June 18, 2010
Peaking at "The Cloud"
OK, so "Cloud Computing" is a fancy way of saying hosted data storage, servers or applications. Your stuff on someone else's hardware, for a fee. They do the drudge work, you do the thinking and rake in the money, right? Or not, as the case may be, as cloud resources still need to be managed by your own in-house team, but they just have less control and more constraints.
I went to the Web 2. conference a couple months back, and this year was very encouraged to see some of the pure BS hype from last year being dialed back. Plus, there were people actively promoting security and best security practices in the "cloud" space.
I have spent a lot of time trying to figure out what the heck I would really recommend that companies use "cloud" computing resources for. What is actually my idea of the "killer app" for "cloud computing"? It eluded me for a while, until one day I went to that venerated geek haven, Slashdot.
Who in the high tech industry hasn't heard of the "Slashdot Effect", when an article is written about your company or website, and the attention and resulting web traffic it gathers crashes your site? The Slashdot Effect exceeds all planned peak load (if you ever planned for such a thing), and gives systems people gray hair overnight. Thing is, not just Slashdot causes this - as Amazon found out with the Harry Potter releases.
The killer app, then, becomes the ability to handle those peak loads - seamless peaking - without having to have a large number of expensive machines idle 95% of the time. It must be cheaper than provisioning a bunch of machines and leaving them to run; it must come on-line rapidly, and it must be responsive to the demand. We are talking about dynamic peaking of web services.
IMO, this type of application would be a virtualization specialty, with load balancing and network allocation in the mix. Dynamic allocation of compute resources is a must. While the initial set up and configuration would be done under non-load conditions, the actual engagement of the resources would be based on demand, and automated to happen in near-realtime.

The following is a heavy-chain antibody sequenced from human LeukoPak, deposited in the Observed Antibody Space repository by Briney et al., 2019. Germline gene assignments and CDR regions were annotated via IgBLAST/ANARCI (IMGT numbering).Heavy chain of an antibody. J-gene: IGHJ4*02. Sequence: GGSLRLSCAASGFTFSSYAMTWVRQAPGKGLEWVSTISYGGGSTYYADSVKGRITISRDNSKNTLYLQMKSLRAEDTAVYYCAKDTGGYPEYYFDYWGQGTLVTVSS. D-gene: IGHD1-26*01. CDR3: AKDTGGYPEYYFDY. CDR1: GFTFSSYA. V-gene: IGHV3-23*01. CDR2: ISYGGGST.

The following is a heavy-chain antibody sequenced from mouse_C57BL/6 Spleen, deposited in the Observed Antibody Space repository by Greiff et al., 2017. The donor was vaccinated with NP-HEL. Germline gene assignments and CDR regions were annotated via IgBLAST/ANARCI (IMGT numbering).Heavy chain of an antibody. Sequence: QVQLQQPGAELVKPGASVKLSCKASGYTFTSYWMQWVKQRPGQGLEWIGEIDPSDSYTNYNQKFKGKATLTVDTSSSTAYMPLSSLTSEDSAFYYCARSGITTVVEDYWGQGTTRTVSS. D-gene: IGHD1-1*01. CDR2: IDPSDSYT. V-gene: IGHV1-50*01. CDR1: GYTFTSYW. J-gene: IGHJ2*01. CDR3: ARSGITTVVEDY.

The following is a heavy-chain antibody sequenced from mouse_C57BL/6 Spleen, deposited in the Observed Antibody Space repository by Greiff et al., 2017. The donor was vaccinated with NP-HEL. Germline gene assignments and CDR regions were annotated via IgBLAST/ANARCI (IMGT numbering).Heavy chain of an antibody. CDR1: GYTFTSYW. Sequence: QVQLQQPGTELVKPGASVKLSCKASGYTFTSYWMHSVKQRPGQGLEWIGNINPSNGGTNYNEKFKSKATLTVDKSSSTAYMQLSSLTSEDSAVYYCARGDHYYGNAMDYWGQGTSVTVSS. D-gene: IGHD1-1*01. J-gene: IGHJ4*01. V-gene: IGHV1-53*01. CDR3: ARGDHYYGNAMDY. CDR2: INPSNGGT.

Automation is key, here. The Slashdot Effect happens rapidly, often faster than you can page a sysadmin out of bed at three am. Yet it is not so rapid that the traffic chart is a complete right angle. The key here is monitoring, and smart enough monitoring to discern between a DDOS attack and a genuine demand peak. The idea is to bring enough resources on line rapidly enough to respond to the trend without going too far, and then scaling them back when the peak is over (most peak scenarios neglect this.)
The cost-effectiveness of this is obvious. A base fee would be charged for the configuration of the various resources and the ability to "peak" up to a certain level. Above that, only the actual peaking usage brought on line and used would be charged for, by bandwidth, CPU, and disk space metrics. This, of course, is another reason why the ability to automatically de-provision resources has to be part of this.
So there you have it - dynamic peaking - what I see as the basic outline for the killer "cloud" application, something that would let more sysadmin's sleep at night, secure in the knowledge that the cloud would handle that surge in popularity that marketing has been promising "...any day now.".
Posted by ljl at June 18, 2010 6:54 PM
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